Book Review: Murder of Crows by Anne Bishop

Summary:

murder of crowsAfter winning the trust of the terra indigene residing in the Lakeside Courtyard, Meg Corbyn has had trouble figuring out what it means to live among them. As a human, Meg should be barely tolerated prey, but her abilities as a cassandra sangue make her something more.

The appearance of two addictive drugs has sparked violence between the humans and the Others, resulting in the murder of both species in nearby cities. So when Meg has a dream about blood and black feathers in the snow, Simon Wolfgard – Lakeside’s shape-shifting leader – wonders if their blood prophet dreamed of a past attack or a future threat.

As the urge to speak prophecies strikes Meg more frequently, trouble finds its way inside the Courtyard. Now, the Others and the handful of humans residing there must work together to stop the man bent on reclaiming their blood prophet – and stop the danger that threatens to destroy them all.

Goodreads

Thoughts:

This series is continuing to bring its ‘A’ game and I couldn’t be more pleased. We get some slow character growth, are introduced to some new characters, expand the world-building, and resolve one plot-line while introducing a new one. I’m very much enjoying the way this series is laid out so far.

Not much time has passed at all since the events at the end of the first book–Meg is still recovering and everyone in the Lakeside Courtyard and beyond are dealing with the aftermath. Meanwhile there is still a Big Bad out there looking for Meg and a movement causing unrest and spreading hatred for The Others like wildfire is taking hold in the human communities. There’s a lot going on but everything revolves around the characters. Simon, the Wolf in charge of the Lakeside Courtyard, continues to be a favorite of mine as he grapples with his confusing feelings towards Meg. He’s a leader and a protector of those he feels responsible for–before Meg this was never humans and he’s feeling things he doesn’t understand. He is also afraid of becoming ‘too human’ and what that would mean with his relationships to his own community. These are big things for him to wrestle with that he has no prior experience with so of course there’s lots of anxiety involved as well. For Meg, she’s still adjusting to life in the outside world as it’s only been about two months since she arrived in Lakeside and a lot has happened in that time. She’s also dealing with her addiction to cutting and what it means for her as a cassandra sangue and how she may be able to utilize this power for good–even if it means she might be cutting her life shorter.

I loved the way this story expanded the universe as well. We get to visit and learn about a nearby community that is quite different from things in the ‘big city’ of Lakeside. We learn more about where the cassandra sangue may have originated from and about the different ways communities live and work with the terra indigene. We also meet some other terra indigene from different communities and realize that not all Courtyards are run quite the way that the Lakeside Courtyard is run and that Lakeside may be the most progressive of its kind–but of course anything that is progressive may expected to get some push back and I wonder if that will come up later in the series as I think the groundwork has begun to be laid out for it here. Of course we also got to learn a little bit about the rest of the world as the older communities across the ocean are brought up and there seem to be some significant things happening over there. Of course this is all in the background as our characters have more immediate and pressing concerns. All of this expanded world-building is for the plot and for laying things out for future books and I can’t wait to learn even more about the world and see how it affects the story going forward.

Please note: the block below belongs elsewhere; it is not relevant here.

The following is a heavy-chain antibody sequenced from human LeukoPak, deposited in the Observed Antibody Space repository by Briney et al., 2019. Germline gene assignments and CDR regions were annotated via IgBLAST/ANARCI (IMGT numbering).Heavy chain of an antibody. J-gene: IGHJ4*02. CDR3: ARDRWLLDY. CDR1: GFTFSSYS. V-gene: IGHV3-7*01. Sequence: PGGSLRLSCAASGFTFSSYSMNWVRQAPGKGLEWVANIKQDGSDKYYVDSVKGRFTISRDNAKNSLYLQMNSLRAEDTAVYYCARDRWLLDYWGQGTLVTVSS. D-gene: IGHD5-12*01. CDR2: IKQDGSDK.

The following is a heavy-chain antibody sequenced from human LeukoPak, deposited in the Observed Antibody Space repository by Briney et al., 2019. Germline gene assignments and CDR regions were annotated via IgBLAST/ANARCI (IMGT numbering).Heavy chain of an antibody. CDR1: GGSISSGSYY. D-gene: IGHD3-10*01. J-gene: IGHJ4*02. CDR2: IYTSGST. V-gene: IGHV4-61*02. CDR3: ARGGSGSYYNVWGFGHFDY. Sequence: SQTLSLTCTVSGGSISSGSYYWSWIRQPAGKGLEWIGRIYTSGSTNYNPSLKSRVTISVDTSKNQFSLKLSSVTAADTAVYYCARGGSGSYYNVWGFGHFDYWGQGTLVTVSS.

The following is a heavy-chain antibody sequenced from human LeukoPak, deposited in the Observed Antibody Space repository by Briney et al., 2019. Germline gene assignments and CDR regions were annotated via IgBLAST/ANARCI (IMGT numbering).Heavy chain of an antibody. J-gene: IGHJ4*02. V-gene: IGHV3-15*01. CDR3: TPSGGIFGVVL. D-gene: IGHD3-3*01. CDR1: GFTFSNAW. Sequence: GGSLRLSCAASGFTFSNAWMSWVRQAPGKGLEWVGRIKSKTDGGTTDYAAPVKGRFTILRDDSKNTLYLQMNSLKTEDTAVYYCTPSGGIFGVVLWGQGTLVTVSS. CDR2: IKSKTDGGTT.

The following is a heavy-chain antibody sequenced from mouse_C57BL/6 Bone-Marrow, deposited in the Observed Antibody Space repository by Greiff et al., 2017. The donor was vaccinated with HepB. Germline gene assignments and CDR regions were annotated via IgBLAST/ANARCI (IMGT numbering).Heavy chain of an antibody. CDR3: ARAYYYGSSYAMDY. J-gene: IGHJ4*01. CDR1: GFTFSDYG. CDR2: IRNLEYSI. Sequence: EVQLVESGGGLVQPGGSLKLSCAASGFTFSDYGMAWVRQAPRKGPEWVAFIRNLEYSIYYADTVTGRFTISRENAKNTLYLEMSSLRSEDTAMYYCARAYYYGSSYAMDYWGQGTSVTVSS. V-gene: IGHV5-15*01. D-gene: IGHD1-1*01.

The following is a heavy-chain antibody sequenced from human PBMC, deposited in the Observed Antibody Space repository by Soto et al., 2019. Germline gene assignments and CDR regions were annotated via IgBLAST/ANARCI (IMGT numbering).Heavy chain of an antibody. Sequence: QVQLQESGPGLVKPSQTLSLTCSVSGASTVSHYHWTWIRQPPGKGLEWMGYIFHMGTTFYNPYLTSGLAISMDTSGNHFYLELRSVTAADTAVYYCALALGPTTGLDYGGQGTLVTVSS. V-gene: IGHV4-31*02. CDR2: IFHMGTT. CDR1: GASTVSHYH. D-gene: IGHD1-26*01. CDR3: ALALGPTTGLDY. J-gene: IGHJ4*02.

I was happy we were introduced to some new characters here as well, and that some of the older characters got more time to shine (like Meri Lee). Of course this mean that some other characters that were favorites from the first book took a back seat this time but that’s pretty usual in UF stories with large casts of characters. I love that we spent more time with the Lakeside PD as well, we got to see that there are more ‘good guys’ than just Office Monty and his partner out there. Of the new characters, well I am really intrigued by that new Crowgard guy from out of town but of course I think I have a thing for crows lately anyway. πŸ™‚

If there was one negative for me, and this is very much a personal taste thing, I wish there wasn’t sexual assault in this. I feel like Anne Bishop always has some kind of sexual trauma in her books and really is that necessary on top of the other horrible shit happening? Like ‘oh, just to remind you how horrible this is, here’s some sexual assault to top it off’. Also weird sex stuff in general with Anne Bishop’s work which I won’t go into because despite all that I’m still a fan. But I did have to get that out of my system, phew!

Overall, I thought this was a great follow up to book one and it moves the story right along giving us new obstacles as we resolve old ones and letting the characters grow. I’m looking forward to book three! 4.5/5 stars.

15 thoughts on “Book Review: Murder of Crows by Anne Bishop

    • waytoofantasy says:

      Yeah, things do start to build much more, and by book 4 (currently on that one) stuff gets too real. I had to check the date of when this was published because it’s so spot on with the current political climate–almost too spot on.

  1. thebrowneyedbookworm says:

    LOVE this series so much! I listened to the audiobooks years ago on a road trip, and decided to re-read the books last year and they were just as good as the first time. Hope you’ll end up loving all of the books.

    ~ Corina | The Brown Eyed Bookworm

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